Keller points to values, free enterprise, health care options
Fred Keller feels he’s the best candidate for the 12th Congressional District because he holds the values of the people who live there.
He said he learned those values while growing up poor in Sunbury.
After high school, he went to work in a factory and worked his way up to management, running the plant.
He eventually launched his own rental property company before successfully running for a state House seat.
Now, the Republican is hoping the win the House seat formerly held by Tom Marino, who resigned in January.
Tuesday’s race for the 12th District is a winner-take-all Special Congressional Election.
The top voter-getter will serve until January 2021, when the seat will again be up for election.
Keller faces opposition from Democrat Marc Friedenberg of State College.
When asked why he is running for Congress, Keller pointed to his biography.
He referred to his humble beginnings, his work experience.
“That is what this country is all about. It’s letting people know what the American Dream is all about,” he said.
Keller referred to President Ronald Reagan’s “shining city on the hill.”
He said it’s important that people’s voices are heard.
“People don’t want government to define them,” he said.
He criticized the government probe of President Trump regarding the Russians meddling in the 2016 election.
“Congress can either spend time doing expensive investigations or get down to solving issues that benefit every American,” he said.
As a former businessman, Keller said he knows what it takes to get the job done.
He emphasized that he and people of the district are hardworking and against government and its programs controlling their lives.
“They don’t want Medicare for all or the New Green Deal,” he said.
Rather, they want government to work for them.
“They are most successful when they can control their own lives,” he said.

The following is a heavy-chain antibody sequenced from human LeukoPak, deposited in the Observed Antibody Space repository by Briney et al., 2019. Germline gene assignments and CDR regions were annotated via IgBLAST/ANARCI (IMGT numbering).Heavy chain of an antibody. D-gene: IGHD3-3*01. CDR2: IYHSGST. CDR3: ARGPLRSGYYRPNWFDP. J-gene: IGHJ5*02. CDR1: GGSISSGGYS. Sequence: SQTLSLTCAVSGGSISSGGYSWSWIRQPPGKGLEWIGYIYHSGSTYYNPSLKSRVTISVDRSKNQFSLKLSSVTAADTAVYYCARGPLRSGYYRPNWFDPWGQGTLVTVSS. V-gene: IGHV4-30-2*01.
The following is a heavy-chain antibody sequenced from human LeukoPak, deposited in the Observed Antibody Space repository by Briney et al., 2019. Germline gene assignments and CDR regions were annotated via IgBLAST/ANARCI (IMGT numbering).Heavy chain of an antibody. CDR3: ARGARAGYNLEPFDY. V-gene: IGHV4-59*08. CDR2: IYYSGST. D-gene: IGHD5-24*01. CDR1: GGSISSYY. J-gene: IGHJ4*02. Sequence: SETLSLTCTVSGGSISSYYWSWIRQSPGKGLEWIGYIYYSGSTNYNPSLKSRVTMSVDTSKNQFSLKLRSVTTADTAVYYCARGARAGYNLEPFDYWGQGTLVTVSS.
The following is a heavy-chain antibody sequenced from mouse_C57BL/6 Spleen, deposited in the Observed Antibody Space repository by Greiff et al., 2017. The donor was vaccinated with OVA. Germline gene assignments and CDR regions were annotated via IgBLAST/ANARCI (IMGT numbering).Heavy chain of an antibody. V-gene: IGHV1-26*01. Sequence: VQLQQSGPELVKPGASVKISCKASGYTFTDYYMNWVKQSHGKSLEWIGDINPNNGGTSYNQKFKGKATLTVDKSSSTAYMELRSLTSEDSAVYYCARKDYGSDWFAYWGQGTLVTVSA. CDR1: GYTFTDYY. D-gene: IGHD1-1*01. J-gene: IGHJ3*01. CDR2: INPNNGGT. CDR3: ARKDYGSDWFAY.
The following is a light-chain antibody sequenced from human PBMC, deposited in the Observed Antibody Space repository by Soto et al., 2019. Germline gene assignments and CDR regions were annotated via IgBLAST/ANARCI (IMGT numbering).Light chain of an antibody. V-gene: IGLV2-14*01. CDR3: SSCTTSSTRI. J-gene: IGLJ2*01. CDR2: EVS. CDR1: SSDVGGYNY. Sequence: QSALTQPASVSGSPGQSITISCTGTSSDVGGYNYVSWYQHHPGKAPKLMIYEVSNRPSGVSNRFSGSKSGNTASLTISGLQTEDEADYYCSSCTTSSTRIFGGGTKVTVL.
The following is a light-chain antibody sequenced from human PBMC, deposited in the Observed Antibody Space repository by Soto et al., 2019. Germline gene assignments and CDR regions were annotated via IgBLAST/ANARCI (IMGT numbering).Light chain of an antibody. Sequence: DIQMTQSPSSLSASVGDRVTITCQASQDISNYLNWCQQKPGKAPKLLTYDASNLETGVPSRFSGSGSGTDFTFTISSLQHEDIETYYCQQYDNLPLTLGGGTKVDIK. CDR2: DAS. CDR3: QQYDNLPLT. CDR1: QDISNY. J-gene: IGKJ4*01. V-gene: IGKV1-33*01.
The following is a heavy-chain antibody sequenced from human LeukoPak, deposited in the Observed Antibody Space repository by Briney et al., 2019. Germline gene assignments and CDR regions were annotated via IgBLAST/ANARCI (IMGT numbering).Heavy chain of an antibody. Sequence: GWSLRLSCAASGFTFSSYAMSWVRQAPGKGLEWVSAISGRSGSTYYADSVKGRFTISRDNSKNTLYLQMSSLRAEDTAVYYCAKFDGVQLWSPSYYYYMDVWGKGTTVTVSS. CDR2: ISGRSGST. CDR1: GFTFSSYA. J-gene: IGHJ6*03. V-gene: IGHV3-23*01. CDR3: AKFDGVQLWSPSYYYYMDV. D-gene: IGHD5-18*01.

Keller said he’s against a single-payer health care system.
He referred to the United Kingdom where he said people lose control of their health care options.
Keller recalled a personal experience when he refused to remove his infant son from life support, despite being advised by medical professionals to do so. Had his son, now an adult, been in a country with socialized medicine, Keller felt he would have had no choice in the matter.
“I want to have options for my loved ones,” he said.
He said a competitive health care market helps bring quality and lowers costs.
Keller said he wants to ensure infrastructure — roads, bridges and pipelines for natural gas — are in place and to bring broadband service to rural areas
He called the New Green Deal an expensive program that is about government control.
“My aim is to not make the U.S. a socialist nation,” he said. “We have to protect our right to bear arms.”
Free enterprise and fiscal responsibility are important, he added.
Keller said he is not one to blindly follow President Trump or the Republican Party line.
“I look at policies and issues,” he said.
As a state legislator and in business, he said he’s learned negotiating skills and how to work with those holding opposing views.